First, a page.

The firm is keen to innovate and has introduced several additional services, including alcohol delivery, express lunch and ‘RooBox’– an off-site kitchen initiative providing restaurants with additional kitchen spaces. RooBox ensures independent restaurants are supported when food delivery demand increases, by removing expensive overheads associated with opening a new restaurant.
Deliveroo now works with restaurants in Leeds, Liverpool, Birmingham and many more towns and cities across the UK, and also has a presence in other European countries. But it’s not stopping there, the firm used its $100m Series D funding last year to accelerate beyond Europe, and now also operates in 12 countries, including Australia and Dubai.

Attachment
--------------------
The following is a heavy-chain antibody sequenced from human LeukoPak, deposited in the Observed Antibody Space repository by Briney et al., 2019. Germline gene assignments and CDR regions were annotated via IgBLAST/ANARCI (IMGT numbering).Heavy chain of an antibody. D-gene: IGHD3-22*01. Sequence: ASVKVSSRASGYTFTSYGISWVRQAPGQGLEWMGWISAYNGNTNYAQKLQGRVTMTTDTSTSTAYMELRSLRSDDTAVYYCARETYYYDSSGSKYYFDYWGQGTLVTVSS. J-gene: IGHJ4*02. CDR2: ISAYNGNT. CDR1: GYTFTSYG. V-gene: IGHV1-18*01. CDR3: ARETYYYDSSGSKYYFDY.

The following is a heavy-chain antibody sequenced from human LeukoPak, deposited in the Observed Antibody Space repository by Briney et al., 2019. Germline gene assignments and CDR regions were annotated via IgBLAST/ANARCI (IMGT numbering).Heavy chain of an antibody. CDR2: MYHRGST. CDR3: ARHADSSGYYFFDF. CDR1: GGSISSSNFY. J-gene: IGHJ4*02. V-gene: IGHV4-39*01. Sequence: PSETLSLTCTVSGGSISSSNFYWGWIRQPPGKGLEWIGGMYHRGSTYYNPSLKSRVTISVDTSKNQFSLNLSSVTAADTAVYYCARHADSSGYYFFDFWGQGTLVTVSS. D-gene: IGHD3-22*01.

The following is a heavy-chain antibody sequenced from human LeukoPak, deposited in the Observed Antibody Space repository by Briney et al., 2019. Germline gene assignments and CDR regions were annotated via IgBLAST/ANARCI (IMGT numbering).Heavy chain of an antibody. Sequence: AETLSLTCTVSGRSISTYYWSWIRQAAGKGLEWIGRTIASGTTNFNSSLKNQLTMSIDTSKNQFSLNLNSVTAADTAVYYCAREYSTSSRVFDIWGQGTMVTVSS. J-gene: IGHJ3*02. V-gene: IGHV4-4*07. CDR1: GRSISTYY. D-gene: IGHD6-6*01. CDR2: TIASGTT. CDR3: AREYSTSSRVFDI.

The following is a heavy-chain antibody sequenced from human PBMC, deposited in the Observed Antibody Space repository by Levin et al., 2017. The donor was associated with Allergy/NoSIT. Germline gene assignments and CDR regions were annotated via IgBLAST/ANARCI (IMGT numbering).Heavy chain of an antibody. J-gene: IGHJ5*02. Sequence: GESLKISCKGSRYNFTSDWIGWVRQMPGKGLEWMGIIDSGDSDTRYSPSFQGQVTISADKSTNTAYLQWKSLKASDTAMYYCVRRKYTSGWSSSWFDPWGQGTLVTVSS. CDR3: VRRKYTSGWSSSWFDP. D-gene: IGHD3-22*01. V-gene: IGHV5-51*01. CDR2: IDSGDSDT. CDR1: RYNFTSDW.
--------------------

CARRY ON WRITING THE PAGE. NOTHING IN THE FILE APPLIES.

In June, the brains behind disruptive taxi app Uber launched UberEATS, pairing with restaurants to create a new food delivery platform to rival that of Deliveroo. Currently available in Zone 1 boroughs of London, the company hopes to expand to more UK locations in the near future.
UberEATS has experienced something of a rocky start in the UK, paying out a shed load in late delivery compensation – every time the firm makes a late delivery it gives the customer money off their next transaction.
Alex Czarnecki, UberEATS general manager, told Business Insider: “It’s no secret that when we launched London’s appetite for UberEATS surpassed our predictions, which is why for the first little while the average delivery time was 36 minutes.